Similarly, Buckingham pointed to numerous developments in the area as proof of its qualifications. The company recently announced plans to spend $45 million to build a "north village" in the neighborhood surrounding the Central Library. And last year, it moved its corporate headquarters to the Stokely-Van Camp building at the corner of Meridian and St. Joseph streets nearby.
Parking a key issue
The companies differ significantly, though, on how they plan to address parking.
Van Rooy puts forth two options in its proposal. Under the first scenario, it would pay $46,200 annually to lease 70 unassigned spaces within the Central Library's underground garage.
In the second option, it would purchase the two 50-space Pennsylvania Street parking lots, which the library uses for staff parking. Van Rooy would purchase the lots for $350,000 and lease them back to the library for $1 per year. In exchange, the company wants free parking in the Central Library garage.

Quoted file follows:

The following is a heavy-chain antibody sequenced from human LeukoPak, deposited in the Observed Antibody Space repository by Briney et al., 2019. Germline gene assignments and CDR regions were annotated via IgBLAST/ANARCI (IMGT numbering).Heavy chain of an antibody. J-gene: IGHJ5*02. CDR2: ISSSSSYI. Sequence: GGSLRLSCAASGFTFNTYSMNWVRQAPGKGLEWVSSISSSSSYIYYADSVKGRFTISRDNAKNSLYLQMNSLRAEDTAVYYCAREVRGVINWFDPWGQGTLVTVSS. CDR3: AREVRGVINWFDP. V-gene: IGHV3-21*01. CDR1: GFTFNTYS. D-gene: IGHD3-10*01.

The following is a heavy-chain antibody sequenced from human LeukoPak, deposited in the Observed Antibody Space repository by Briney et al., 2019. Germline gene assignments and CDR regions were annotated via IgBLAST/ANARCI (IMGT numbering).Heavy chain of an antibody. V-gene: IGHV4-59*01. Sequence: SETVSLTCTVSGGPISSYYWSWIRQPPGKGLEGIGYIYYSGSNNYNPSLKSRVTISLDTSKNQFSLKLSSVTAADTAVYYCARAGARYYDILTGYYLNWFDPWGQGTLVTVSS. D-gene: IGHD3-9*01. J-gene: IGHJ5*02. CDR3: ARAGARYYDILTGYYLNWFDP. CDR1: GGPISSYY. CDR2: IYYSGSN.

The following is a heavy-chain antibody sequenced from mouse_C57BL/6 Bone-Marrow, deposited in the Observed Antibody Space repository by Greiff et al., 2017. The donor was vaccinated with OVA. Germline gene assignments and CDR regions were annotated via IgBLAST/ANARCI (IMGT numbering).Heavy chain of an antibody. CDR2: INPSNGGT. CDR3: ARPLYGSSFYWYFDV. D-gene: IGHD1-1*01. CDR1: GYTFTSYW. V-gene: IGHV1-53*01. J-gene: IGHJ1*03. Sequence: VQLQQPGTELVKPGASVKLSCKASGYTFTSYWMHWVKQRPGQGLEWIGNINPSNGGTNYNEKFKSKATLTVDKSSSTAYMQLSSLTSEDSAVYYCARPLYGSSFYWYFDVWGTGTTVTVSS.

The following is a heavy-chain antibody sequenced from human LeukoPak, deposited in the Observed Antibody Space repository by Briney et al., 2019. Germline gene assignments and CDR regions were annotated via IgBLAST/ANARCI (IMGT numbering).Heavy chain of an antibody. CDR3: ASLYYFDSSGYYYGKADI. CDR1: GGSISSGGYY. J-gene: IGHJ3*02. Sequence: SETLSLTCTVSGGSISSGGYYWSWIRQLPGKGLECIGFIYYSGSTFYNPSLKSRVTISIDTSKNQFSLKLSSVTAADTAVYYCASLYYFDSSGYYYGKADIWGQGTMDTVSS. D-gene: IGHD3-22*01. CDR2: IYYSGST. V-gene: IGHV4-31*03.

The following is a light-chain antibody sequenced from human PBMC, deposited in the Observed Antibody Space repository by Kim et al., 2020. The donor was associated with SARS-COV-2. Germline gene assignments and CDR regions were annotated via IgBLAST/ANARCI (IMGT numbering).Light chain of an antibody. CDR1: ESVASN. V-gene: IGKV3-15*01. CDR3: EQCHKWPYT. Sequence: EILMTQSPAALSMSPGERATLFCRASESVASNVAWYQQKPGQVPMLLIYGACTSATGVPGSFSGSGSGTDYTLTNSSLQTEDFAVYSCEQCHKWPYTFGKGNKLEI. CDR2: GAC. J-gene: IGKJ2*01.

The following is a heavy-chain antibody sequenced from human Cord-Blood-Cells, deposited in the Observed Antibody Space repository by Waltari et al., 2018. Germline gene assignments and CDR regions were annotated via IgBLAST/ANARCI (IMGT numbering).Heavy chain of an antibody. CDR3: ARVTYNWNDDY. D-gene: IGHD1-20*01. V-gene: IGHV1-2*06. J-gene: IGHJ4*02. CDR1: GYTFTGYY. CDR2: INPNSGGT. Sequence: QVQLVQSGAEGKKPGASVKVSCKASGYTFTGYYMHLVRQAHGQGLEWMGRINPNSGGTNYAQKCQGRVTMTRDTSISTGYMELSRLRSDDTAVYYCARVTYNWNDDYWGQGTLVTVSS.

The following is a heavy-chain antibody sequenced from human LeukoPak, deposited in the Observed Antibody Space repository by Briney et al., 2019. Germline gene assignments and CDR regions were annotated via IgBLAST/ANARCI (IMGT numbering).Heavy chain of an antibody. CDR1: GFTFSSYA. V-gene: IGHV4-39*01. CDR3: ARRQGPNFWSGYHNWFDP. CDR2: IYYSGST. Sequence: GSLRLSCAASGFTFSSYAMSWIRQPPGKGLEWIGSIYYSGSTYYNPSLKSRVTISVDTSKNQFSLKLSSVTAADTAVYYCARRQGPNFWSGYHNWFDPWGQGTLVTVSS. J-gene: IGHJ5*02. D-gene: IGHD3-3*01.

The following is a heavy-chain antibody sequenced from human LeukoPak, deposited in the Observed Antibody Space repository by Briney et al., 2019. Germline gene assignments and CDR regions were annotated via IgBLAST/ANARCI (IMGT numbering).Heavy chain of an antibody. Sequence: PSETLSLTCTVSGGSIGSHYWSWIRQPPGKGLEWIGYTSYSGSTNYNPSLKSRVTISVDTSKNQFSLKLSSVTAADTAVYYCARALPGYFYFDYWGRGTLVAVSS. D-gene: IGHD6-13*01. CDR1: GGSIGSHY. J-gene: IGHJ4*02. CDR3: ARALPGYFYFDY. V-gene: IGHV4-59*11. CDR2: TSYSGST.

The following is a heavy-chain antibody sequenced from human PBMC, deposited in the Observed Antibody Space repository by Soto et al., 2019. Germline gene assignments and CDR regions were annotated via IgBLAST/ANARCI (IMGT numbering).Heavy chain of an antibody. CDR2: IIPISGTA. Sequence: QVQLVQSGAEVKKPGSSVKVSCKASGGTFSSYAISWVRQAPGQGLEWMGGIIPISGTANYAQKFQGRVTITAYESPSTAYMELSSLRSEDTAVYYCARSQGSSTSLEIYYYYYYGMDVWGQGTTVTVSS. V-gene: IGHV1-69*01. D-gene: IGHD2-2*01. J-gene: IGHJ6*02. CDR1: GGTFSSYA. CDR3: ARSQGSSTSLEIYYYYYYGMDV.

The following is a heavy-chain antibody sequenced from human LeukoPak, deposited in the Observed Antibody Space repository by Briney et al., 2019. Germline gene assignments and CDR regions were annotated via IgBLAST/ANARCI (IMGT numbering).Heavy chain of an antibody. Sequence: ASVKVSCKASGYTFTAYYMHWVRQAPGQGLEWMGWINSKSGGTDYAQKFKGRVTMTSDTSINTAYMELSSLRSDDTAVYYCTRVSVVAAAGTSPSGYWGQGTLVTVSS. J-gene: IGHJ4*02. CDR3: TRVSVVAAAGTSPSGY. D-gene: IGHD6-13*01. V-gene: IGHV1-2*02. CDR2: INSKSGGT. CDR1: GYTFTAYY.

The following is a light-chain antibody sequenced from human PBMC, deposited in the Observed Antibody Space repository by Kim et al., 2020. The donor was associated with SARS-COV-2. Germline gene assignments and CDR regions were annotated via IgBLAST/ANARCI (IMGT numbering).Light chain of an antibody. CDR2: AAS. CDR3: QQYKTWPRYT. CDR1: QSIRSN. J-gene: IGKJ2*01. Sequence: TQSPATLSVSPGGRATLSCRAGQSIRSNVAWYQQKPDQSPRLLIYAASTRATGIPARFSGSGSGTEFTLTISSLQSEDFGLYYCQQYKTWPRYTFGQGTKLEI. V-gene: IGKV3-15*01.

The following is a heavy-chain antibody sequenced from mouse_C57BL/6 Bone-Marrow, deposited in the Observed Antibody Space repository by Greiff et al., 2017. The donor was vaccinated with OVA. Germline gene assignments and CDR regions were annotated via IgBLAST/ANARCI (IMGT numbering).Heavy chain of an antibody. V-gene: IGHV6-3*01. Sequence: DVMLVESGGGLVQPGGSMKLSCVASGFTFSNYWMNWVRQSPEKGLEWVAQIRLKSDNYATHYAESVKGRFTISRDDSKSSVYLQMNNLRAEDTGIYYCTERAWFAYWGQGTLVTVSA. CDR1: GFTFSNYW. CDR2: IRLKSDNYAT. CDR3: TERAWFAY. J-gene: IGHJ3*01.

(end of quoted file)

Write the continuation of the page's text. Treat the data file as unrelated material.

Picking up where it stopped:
The library's two-level garage, which contains about 400 spaces, is not being used to capacity, Olsen said. But that could change with time as more patrons head to the library or book events in its newly opened auditorium.
"Parking's a tough issue," he said. "There's very limited parking capability in that area and it becomes even more of an issue as the neighborhood is more developed."
The neighborhood--a hodgepodge of residential, commercial and office properties--is gaining momentum as urban living becomes increasingly popular.
As part of its proposal, Van Rooy said it would like to build an elevator and an enclosed walkway on the west side of the Ambassador building to link the apartments to the garage. The company wants to split the estimated $330,000 costs of the connector and elevator access with the library.
Safe, close parking is essential for the apartment complex to be competitive in the marketplace, said Russ Seiler, Van Rooy's vice president of finance and development.
"We felt that was a relevant option to meet the standards that a downtown resident requires," he said.
Buckingham, for its part, proposes to purchase the Pennsylvania Street properties for $620,000. It would then lease 120 parking spaces back to the library staff on that property and other lots it owns in the area. Winkler said the one-story building on the site could be used for office or retail space, although he said it is in poor condition.